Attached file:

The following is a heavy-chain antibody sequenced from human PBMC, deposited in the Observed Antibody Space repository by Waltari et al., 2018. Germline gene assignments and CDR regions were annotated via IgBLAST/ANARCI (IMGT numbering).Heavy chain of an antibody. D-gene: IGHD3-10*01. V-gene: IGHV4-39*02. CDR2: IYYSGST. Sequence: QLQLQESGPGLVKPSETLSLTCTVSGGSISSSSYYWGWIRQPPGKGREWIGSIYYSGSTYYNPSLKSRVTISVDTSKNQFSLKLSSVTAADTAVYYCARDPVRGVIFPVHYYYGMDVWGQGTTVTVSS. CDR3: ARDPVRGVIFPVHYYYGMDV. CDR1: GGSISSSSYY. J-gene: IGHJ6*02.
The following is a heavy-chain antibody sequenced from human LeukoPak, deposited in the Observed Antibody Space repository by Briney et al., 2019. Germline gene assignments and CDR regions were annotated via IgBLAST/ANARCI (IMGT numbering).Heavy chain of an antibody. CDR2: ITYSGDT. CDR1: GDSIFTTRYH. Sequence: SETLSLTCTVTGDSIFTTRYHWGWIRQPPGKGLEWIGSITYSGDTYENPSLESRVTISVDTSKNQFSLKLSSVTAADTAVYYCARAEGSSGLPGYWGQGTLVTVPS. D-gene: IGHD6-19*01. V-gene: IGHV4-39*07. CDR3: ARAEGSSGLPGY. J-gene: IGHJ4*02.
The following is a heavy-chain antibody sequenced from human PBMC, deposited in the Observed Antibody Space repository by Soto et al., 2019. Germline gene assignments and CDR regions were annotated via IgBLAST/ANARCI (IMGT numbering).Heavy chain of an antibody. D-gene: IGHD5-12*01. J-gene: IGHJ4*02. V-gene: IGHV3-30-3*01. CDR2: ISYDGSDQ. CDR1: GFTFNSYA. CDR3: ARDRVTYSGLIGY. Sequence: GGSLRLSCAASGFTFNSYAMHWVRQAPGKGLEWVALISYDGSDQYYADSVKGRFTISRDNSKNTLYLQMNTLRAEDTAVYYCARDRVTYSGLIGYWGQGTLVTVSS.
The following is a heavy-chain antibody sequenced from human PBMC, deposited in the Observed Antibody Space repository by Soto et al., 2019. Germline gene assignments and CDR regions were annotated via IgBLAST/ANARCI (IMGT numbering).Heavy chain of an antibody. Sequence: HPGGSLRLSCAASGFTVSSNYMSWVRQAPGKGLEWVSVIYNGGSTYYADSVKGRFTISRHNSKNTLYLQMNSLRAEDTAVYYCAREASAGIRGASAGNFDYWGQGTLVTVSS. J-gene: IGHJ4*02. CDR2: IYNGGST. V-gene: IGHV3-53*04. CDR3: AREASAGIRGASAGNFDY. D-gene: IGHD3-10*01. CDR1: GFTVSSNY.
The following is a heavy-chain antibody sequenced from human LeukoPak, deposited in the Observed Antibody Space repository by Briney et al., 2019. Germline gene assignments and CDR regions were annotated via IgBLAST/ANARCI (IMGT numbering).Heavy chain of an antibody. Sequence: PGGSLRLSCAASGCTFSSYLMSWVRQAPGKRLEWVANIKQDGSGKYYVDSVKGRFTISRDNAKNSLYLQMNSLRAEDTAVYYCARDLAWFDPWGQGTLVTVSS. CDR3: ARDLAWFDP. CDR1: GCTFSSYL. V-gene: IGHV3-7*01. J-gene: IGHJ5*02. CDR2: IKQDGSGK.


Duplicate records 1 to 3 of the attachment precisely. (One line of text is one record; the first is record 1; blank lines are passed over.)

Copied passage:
The following is a heavy-chain antibody sequenced from human PBMC, deposited in the Observed Antibody Space repository by Waltari et al., 2018. Germline gene assignments and CDR regions were annotated via IgBLAST/ANARCI (IMGT numbering).Heavy chain of an antibody. D-gene: IGHD3-10*01. V-gene: IGHV4-39*02. CDR2: IYYSGST. Sequence: QLQLQESGPGLVKPSETLSLTCTVSGGSISSSSYYWGWIRQPPGKGREWIGSIYYSGSTYYNPSLKSRVTISVDTSKNQFSLKLSSVTAADTAVYYCARDPVRGVIFPVHYYYGMDVWGQGTTVTVSS. CDR3: ARDPVRGVIFPVHYYYGMDV. CDR1: GGSISSSSYY. J-gene: IGHJ6*02.
The following is a heavy-chain antibody sequenced from human LeukoPak, deposited in the Observed Antibody Space repository by Briney et al., 2019. Germline gene assignments and CDR regions were annotated via IgBLAST/ANARCI (IMGT numbering).Heavy chain of an antibody. CDR2: ITYSGDT. CDR1: GDSIFTTRYH. Sequence: SETLSLTCTVTGDSIFTTRYHWGWIRQPPGKGLEWIGSITYSGDTYENPSLESRVTISVDTSKNQFSLKLSSVTAADTAVYYCARAEGSSGLPGYWGQGTLVTVPS. D-gene: IGHD6-19*01. V-gene: IGHV4-39*07. CDR3: ARAEGSSGLPGY. J-gene: IGHJ4*02.
The following is a heavy-chain antibody sequenced from human PBMC, deposited in the Observed Antibody Space repository by Soto et al., 2019. Germline gene assignments and CDR regions were annotated via IgBLAST/ANARCI (IMGT numbering).Heavy chain of an antibody. D-gene: IGHD5-12*01. J-gene: IGHJ4*02. V-gene: IGHV3-30-3*01. CDR2: ISYDGSDQ. CDR1: GFTFNSYA. CDR3: ARDRVTYSGLIGY. Sequence: GGSLRLSCAASGFTFNSYAMHWVRQAPGKGLEWVALISYDGSDQYYADSVKGRFTISRDNSKNTLYLQMNTLRAEDTAVYYCARDRVTYSGLIGYWGQGTLVTVSS.